A Commentary on the United Nations Convention on the Rights of the Child, Article 32: Protection from Economic Exploitation

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Martinus Nijhoff Publishers, Jun 14, 2012 - Law - 78 pages
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This volume constitutes a commentary on Article 32 of the United Nations Convention on the Rights of the Child. It is part of the series, A Commentary on the United Nations Convention on the Rights of the Child, which provides an article by article analysis of all substantive, organizational and procedural provisions of the CRC and its two Optional Protocols. For every article, a comparison with related human rights provisions is made, followed by an in-depth exploration of the nature and scope of State obligations deriving from that article. The series constitutes an essential tool for actors in the field of children’s rights, including academics, students, judges, grassroots workers, governmental, non- governmental and international officers. The series is sponsored by the Belgian Federal Science Policy Office.
 

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Contents

Chapter One Introduction
1
Chapter Two Comparison with Other International Instruments
3
Chapter Three Scope of Article 32
11
Bibliography
35
Appendix One The United Nations Convention on the Rights of the Child
37
Appendix Two Optional Protocol to the Convention on the Rights of the Child on the Involvement of Children in Armed Conflict
62
Appendix Three Optional Protocol to the Convention on the Rights of the Child on the Sale of Children Child Prostitution and Child Pornography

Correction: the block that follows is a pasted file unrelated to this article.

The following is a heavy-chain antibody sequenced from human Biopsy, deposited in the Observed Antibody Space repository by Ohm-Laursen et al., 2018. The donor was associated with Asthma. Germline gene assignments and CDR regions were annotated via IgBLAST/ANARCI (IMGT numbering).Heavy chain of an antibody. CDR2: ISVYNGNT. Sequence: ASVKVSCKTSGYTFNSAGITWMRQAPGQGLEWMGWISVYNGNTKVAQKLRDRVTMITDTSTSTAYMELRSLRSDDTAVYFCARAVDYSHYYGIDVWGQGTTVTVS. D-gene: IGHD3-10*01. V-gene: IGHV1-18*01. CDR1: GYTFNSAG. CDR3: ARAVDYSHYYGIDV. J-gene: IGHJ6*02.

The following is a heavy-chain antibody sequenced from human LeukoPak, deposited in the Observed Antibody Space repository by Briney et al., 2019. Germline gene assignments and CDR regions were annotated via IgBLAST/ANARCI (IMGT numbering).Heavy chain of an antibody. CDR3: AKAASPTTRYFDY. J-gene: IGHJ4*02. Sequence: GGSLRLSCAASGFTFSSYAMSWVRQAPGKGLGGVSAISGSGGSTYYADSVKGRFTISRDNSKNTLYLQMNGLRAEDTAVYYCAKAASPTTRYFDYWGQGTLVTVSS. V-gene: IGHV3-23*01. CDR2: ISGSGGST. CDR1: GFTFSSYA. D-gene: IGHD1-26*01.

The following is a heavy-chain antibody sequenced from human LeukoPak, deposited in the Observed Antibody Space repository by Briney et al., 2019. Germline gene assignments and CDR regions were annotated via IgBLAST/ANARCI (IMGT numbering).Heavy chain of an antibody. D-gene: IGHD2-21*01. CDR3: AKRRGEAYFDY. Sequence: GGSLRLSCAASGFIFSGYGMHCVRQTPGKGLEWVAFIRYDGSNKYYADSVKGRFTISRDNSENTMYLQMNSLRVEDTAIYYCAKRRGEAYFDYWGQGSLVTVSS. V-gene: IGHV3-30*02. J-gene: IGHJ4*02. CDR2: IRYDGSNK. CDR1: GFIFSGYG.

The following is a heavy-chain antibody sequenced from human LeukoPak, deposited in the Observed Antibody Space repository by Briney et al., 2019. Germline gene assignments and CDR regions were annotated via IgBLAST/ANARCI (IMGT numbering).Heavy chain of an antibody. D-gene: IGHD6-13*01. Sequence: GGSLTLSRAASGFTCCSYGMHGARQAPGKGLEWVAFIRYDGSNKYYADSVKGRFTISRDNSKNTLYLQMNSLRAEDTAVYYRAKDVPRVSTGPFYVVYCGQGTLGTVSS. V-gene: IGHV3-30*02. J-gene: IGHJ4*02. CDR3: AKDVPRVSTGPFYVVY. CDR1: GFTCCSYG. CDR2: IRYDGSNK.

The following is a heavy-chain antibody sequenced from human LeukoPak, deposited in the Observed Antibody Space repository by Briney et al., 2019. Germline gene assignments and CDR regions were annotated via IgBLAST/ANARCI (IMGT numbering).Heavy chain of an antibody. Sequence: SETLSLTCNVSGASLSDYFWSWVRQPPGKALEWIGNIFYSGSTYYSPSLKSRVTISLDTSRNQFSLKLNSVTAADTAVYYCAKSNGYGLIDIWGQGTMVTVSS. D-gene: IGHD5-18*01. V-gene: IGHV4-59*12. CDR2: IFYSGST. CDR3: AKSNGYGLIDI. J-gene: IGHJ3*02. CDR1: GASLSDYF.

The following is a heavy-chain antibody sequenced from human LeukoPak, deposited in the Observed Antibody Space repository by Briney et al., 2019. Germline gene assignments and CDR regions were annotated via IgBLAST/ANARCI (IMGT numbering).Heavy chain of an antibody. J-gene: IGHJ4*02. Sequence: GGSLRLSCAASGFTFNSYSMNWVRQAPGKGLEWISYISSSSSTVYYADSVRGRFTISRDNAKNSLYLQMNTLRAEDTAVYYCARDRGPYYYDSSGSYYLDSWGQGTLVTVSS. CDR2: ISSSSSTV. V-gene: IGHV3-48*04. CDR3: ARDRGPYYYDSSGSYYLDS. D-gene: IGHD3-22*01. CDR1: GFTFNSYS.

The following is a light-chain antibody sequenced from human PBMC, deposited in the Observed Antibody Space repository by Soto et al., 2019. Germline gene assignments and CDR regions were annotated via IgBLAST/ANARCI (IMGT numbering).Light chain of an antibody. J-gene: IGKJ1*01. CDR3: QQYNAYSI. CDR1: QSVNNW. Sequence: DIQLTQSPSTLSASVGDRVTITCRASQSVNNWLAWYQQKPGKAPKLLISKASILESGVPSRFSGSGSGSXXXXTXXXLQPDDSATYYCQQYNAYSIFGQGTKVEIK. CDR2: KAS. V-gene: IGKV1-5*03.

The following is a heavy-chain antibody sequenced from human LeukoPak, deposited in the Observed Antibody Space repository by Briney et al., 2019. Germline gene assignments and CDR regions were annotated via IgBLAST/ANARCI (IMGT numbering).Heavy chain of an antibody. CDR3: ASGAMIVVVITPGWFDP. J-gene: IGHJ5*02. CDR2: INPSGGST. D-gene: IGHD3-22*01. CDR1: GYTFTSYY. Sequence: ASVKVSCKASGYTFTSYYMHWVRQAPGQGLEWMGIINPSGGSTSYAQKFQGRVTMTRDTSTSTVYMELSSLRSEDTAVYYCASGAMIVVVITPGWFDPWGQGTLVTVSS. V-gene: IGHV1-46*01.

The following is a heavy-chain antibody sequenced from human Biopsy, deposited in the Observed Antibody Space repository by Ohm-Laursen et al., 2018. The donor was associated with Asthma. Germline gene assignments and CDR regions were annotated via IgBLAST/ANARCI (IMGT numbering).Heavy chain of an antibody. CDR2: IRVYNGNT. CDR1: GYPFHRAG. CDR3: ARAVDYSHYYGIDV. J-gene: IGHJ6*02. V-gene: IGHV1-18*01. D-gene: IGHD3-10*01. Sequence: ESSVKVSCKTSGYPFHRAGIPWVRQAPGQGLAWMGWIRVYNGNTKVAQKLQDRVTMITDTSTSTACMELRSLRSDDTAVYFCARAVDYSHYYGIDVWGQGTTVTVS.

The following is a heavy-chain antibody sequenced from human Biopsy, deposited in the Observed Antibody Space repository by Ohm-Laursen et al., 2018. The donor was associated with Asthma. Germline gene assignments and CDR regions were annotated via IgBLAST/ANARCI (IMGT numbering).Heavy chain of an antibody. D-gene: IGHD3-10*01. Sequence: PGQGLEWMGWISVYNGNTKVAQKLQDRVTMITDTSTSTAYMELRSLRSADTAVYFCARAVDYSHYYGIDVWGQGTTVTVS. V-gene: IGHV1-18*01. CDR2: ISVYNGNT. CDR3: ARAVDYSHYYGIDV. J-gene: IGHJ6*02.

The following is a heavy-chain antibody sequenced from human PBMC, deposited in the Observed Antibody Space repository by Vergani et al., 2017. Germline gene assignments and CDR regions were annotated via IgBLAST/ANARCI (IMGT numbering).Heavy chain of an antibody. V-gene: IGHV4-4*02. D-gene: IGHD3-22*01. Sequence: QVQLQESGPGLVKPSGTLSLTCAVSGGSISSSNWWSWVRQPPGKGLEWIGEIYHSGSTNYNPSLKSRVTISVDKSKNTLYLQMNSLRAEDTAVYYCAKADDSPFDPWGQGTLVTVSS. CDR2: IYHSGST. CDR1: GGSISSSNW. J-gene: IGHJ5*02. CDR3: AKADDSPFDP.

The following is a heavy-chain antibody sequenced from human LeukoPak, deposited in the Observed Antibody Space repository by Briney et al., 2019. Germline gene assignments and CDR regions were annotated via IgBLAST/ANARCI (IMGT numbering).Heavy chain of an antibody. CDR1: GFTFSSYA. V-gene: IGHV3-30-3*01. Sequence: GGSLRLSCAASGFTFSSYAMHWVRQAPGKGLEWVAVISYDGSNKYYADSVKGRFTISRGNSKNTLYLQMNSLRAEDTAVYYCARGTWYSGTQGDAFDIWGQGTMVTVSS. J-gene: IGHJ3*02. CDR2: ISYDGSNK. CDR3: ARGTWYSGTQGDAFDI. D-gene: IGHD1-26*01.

69
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About the author (2012)

Lee Swepston is the Former Senior Advisor on Human Rights of the International Labour Organisation (ILO), and is now a teacher (University of Lund, Sweden and Raoul Wallenberg Institute, inter alia) and consultant. He attended the University of North Carolina at Chapel Hill and took his Juris doctor degree at Columbia University in New York. He joined the ILO in 1973, where his posts included being Regional Adviser on International Labour Standards in Africa, Chief of the Equality and Employment Branch, and Director of the Department of Fundamental Principles and Rights at Work. He has written numerous books and articles on various aspects of human rights and international labour law, child labour, freedom of association, discrimination, HIV and AIDS, migrant workers and indigenous and tribal peoples.

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